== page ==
Time and time again, my late night ventures into the online world of grief would throw up ‘The five stages of grief’. How I started to loathe Elizabeth Kübler Ross (and I mean really loathe)! The pervasiveness of this grief theory that bore little or no resemblance to my grieving reality really infuriated me.

I also started thinking that I wasn’t getting this ‘grieving process’ right. My grief was not allowing itself to move in an ordered timeline capable of fitting into neat sanitised blocks that could be ticked off  like a ‘to-do’ list.

I could not understand why a grief theory dating back to the late 1960’s appears to have so much currency today. Has no research on grief been  carried out since?

Well, there has been plenty!  However, much of it does not appear to have trickled down into the public consciousness quite like the stage theory model has.

 I also discovered that my loathing of Elizabeth Kübler Ross was somewhat misplaced. So let me deal with that first.

Elizabeth Kübler Ross was born on July 8th 1926 and died on August 24th 2004, a Swiss-American psychiatrist.

Her book ‘On Death and Dying’ (published in 1969) was never a study on grief and bereavement. It was based on her work with terminally-ill patients at the University of Chicago Medical School. Neither was it a research study: it is a book based of description, observation and reflection based on Elizabeth’s conversations with people who were dying.  Its central tenet was to communicate how important it is to listen to what the dying have to tell us about their needs.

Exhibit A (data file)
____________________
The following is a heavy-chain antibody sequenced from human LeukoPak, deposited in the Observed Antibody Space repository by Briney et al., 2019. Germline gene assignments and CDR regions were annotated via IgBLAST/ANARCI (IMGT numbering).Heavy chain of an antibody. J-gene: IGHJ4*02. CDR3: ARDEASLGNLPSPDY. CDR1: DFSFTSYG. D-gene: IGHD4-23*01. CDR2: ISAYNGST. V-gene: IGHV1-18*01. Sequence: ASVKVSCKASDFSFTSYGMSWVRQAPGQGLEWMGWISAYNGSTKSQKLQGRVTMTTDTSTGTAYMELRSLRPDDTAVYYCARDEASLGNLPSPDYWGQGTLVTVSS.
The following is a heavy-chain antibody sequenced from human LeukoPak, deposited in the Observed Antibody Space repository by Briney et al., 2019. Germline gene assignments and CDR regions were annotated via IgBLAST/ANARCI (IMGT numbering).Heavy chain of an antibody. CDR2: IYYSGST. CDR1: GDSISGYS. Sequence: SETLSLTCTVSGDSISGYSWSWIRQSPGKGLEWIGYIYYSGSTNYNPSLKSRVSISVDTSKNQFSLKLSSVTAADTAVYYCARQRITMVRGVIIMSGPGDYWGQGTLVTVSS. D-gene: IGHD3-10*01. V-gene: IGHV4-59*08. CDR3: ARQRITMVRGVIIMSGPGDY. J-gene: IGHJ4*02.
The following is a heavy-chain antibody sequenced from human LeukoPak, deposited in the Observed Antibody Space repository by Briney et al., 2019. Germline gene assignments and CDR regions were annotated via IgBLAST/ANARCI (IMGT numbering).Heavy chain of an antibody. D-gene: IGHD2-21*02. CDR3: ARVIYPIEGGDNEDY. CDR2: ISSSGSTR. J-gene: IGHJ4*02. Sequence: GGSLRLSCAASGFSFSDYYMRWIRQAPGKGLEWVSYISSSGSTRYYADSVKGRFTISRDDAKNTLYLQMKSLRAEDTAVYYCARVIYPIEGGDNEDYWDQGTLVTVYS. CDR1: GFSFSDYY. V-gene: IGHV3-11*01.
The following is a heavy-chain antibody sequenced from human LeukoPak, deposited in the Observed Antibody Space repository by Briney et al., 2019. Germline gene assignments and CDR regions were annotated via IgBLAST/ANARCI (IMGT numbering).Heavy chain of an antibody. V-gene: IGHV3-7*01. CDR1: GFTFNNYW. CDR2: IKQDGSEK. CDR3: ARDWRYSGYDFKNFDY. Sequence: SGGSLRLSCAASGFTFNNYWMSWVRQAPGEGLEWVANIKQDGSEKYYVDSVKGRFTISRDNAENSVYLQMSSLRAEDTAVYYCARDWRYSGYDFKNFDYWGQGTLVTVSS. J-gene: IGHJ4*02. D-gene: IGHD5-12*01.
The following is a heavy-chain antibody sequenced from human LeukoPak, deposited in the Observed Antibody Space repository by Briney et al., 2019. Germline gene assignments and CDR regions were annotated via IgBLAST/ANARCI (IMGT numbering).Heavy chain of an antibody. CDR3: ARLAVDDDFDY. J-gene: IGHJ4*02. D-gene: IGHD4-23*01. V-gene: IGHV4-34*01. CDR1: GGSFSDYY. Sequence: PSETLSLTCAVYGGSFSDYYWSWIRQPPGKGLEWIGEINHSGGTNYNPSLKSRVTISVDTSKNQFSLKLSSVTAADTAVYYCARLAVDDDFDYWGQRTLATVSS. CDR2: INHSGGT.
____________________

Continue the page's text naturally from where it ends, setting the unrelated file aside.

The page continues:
The  so-called stage theory is openly described in the book as merely a set of common categories or themes which emerged from her interviews with people who received a terminal diagnosis over a two and half year period. The categories were artificially isolated and separately described so that Elizabeth could discuss these experiences more clearly and simply. Her five stage model was really an examination of the emotional states experienced by people after receiving a terminal diagnosis.  She is reported to have regretted writing them in a way that was misunderstood. She also didn’t believe that they happened in a neat linear order for a prescribed period of time.